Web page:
The U.S. reported over 65,000 new cases of coronavirus on July 15, bringing the total count to more than 33.4 million confirmed cases of COVID-19. There have been more than 601,000 COVID-19-related deaths — the highest death toll of any country.
New cases continue to rise at a steady rate. In the past week, there were an average of 4.2 daily new coronavirus cases per 100,000 Americans — essentially unchanged from the week prior, when there were an average of 3.5 daily new coronavirus cases per 100,000 people.
While new data shows that the risk of contracting COVID-19 is high in almost every part of the country, cities continue to be the sites of major outbreaks and superspreader events. Experts agree that the virus is more likely to spread in group settings where large numbers of people routinely have close contact with one another, such as colleges, nursing homes, bars, and restaurants. Metropolitan areas with a high degree of connectivity between different neighborhoods and a large population may be particularly at-risk.
The metro areas with the lowest incidence of COVID-19 cases are distributed relatively unevenly across the United States. Of the 50 metro areas with the lowest case counts per capita, 29 are in the West, 10 are in the South, 10 are in the Northeast, and one is in the Midwest.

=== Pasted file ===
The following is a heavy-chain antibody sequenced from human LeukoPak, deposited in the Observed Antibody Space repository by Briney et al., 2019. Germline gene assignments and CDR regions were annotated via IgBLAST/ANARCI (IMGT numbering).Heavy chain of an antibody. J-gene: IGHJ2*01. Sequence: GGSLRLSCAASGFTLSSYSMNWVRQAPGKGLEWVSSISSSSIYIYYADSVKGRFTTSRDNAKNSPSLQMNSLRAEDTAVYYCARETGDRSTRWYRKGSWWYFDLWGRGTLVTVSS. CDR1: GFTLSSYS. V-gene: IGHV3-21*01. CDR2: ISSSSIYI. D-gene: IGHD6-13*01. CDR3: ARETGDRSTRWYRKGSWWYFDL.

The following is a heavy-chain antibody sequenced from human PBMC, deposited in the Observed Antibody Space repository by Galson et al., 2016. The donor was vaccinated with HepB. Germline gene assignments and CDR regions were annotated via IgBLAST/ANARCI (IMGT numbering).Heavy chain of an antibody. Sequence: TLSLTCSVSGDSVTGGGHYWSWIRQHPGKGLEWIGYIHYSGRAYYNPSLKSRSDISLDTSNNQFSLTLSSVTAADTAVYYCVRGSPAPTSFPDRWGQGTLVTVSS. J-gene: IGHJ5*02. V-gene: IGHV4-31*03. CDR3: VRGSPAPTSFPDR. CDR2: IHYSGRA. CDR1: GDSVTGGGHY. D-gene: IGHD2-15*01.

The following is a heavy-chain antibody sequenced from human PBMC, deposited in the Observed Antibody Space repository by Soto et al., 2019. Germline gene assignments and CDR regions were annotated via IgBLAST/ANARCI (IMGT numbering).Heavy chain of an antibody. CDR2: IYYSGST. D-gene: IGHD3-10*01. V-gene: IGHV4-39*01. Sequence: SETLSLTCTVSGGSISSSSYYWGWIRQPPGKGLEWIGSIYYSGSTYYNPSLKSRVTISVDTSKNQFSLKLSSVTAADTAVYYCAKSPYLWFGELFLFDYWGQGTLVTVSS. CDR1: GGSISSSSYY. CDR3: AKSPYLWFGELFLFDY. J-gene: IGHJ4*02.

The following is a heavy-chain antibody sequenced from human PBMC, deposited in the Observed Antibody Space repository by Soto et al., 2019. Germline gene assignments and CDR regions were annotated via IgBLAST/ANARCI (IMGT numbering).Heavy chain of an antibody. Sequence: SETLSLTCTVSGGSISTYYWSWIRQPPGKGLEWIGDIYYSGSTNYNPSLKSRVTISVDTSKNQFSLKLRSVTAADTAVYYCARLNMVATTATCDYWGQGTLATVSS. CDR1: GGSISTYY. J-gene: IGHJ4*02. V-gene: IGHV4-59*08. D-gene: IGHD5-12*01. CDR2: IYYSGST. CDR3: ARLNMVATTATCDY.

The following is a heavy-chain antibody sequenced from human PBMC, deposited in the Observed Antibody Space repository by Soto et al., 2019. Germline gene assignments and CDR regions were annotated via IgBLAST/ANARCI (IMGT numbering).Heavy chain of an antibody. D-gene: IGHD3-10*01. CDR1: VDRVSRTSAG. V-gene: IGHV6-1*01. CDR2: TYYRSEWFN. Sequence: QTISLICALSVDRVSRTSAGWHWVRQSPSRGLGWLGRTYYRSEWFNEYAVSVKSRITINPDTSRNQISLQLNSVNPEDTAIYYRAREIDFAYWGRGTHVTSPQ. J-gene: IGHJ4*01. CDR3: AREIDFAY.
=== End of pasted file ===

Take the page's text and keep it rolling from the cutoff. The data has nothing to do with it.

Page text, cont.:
The five metro areas with the smallest number of coronavirus cases per capita are: Urban Honolulu, HI; Kahului-Wailuku-Lahaina, HI; Bremerton-Silverdale-Port Orchard, WA; Corvallis, OR; and Eugene-Springfield, OR. The incidence of COVID-19 in these metro areas range from 2,853.6 cases per 100,000 to 3,783.4 cases per 100,000. For comparison, there are currently 10,359.8 cases per 100,000 Americans nationwide.
The 50 cities with the lowest incidence of COVID-19 have more than 4,000 fewer coronavirus cases per capita than the U.S. as a whole, but cases are still growing at a steady pace. There were an average of 3.0 daily new coronavirus cases per 100,000 people in the week ending July 15, roughly unchanged from the week prior, when there were an average of 3.0 daily new coronavirus cases per 100,000 people. In 46 of the 50 cities with the lowest COVID-19 incidence, new cases are rising at a slowing rate.
To determine the cities with the fewest COVID-19 cases, 24/7 Wall St. compiled and reviewed data from state and local health departments. We ranked metro areas based on the number of confirmed COVID-19 cases per 100,000 residents as of July 15.To estimate the incidence of COVID-19 at the metropolitan level, we aggregated data from the county level using boundary definitions from the U.S. Census Bureau. Population data used to adjust case and death totals came from the U.S. Census Bureau’s 2019 American Community Survey and are five-year estimates. Unemployment data is from the Bureau of Labor Statistics and is seasonally adjusted.